Orthodox Easter for the year 2021 is celebrated/ observed on Sunday, May 2.
Many countries around the world celebrate Orthodox Easter like Romania, Republic of Macedonia, Lebanon, Cyprus, Greece, Ukraine, Bulgaria, and Russia.
It’s related to the late winter festival cycle. According to pagan beliefs, the winter was a time of evil, so the Kukeri had the task to chase away everything evil the winter represented with their scary masques. Therefore it’s not a counterpart of Halloween. It’s rather related to the traditions that came to be associated with the Lent, even though there is no sanctioned carnival tradition in the Orthodox Church. The Lent celebrations, like Kukeri or jumping over fires, were and are very much frowned upon by the Church. The only similarity to Halloween are the scary masques.
Carnival, or the “Fifth Season,” is in full swing in Germany. From Thursday, costumed revelers will be crowding the streets to celebrate parades and never-ending parties. Here is our guide to carnival and its greetings.
Carnival in Cologne is almost as old as the history of the city itself. But it has been celebrated in the organized fashion we know today for only about 190 years. The Greeks and the Romans celebrated joyous spring festivals in honor of Dionysus and Saturn with wine, women and song. The ancient Germans celebrated the winter solstice in order to pay homage to the gods and drive out the evil demons of winter. In later times, the Christians adopted these heathen customs. Lent, the period of fasting before Easter, was ushered in by carnival (carne vale = Farewell to meat!).
It was the last waltz for Europe and the last dance for humanity. Had one of Europe’s oldest, most successful and popular royal houses not been destroyed and consumed by New York-based banking houses the world would likely have been a far better place today.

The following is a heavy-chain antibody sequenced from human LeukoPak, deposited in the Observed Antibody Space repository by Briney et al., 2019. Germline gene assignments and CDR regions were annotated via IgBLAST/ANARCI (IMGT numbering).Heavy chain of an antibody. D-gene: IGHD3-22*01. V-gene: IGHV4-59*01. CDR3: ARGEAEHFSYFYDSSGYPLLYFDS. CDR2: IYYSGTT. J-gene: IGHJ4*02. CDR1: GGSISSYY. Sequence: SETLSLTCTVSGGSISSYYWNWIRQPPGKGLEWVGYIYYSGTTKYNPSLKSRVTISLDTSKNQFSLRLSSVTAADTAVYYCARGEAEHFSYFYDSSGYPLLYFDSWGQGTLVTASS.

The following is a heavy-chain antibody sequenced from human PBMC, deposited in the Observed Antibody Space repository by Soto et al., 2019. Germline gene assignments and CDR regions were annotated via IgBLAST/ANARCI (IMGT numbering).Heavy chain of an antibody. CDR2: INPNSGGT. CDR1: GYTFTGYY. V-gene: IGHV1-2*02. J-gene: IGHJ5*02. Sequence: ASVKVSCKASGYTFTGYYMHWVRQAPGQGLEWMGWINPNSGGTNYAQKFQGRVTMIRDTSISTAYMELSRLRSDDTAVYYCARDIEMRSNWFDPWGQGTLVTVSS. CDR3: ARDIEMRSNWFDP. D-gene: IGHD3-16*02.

These festivals are unique and have an incredible energy – everyone has a great time dancing and singing. This particular image was captured at a festival in Botoșani, Romania.
On the night of January 18-19, the Russians celebrated an Orthodox holiday – Epiphany and the believers bathed in ice-holes, despite the abnormal frosts that covered many regions of the and including the capital. In Moscow, for example, the air temperature dropped to minus 23 degrees. Some regions have canceled traditional bathing because of the coronavirus, but most officials organised special fonts, near which doctors, rescuers and police were on duty. In the Moscow region, about 220 ice holes were equipped and entrances to them with convenient parking, TASS reports.
On January 19 (January 6, old style) Eastern Christians celebrate the Baptism of the Lord, or Epiphany. Baptism, like Easter, is considered the oldest holiday in Christian culture. This day is associated with the gospel event – the baptism of Jesus Christ by John the Baptist in the Jordan River. Here you can read about the history, meaning and traditions of the holiday.
How did the nativity scene come about? What are its names in different countries? What does it look like and what are its features? Which nativity scenes are considered the largest in the world and why? All the answers are below.
Malanka is a Russian, Ukrainian, Belarusian, folk holiday celebrated on 13 January, which is New Year’s Eve in accordance with the Julian calendar (see Old New Year).